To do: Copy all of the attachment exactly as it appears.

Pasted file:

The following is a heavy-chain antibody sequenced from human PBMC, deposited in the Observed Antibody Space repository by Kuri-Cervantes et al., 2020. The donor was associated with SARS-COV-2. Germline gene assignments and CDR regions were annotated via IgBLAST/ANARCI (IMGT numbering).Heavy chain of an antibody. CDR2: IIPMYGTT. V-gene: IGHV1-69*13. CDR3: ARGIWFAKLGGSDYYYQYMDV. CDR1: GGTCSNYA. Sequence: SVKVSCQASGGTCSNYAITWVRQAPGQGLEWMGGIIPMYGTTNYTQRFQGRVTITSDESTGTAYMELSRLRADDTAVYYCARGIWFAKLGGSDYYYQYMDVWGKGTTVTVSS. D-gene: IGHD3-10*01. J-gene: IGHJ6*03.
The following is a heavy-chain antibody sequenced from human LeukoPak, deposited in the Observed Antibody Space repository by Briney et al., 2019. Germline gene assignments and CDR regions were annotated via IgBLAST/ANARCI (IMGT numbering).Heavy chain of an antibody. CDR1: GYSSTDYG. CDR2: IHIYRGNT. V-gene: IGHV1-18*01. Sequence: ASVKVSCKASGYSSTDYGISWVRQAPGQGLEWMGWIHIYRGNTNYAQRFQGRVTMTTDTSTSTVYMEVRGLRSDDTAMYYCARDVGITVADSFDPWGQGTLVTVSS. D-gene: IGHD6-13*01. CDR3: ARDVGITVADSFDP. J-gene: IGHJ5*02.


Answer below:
The following is a heavy-chain antibody sequenced from human PBMC, deposited in the Observed Antibody Space repository by Kuri-Cervantes et al., 2020. The donor was associated with SARS-COV-2. Germline gene assignments and CDR regions were annotated via IgBLAST/ANARCI (IMGT numbering).Heavy chain of an antibody. CDR2: IIPMYGTT. V-gene: IGHV1-69*13. CDR3: ARGIWFAKLGGSDYYYQYMDV. CDR1: GGTCSNYA. Sequence: SVKVSCQASGGTCSNYAITWVRQAPGQGLEWMGGIIPMYGTTNYTQRFQGRVTITSDESTGTAYMELSRLRADDTAVYYCARGIWFAKLGGSDYYYQYMDVWGKGTTVTVSS. D-gene: IGHD3-10*01. J-gene: IGHJ6*03.
The following is a heavy-chain antibody sequenced from human LeukoPak, deposited in the Observed Antibody Space repository by Briney et al., 2019. Germline gene assignments and CDR regions were annotated via IgBLAST/ANARCI (IMGT numbering).Heavy chain of an antibody. CDR1: GYSSTDYG. CDR2: IHIYRGNT. V-gene: IGHV1-18*01. Sequence: ASVKVSCKASGYSSTDYGISWVRQAPGQGLEWMGWIHIYRGNTNYAQRFQGRVTMTTDTSTSTVYMEVRGLRSDDTAMYYCARDVGITVADSFDPWGQGTLVTVSS. D-gene: IGHD6-13*01. CDR3: ARDVGITVADSFDP. J-gene: IGHJ5*02.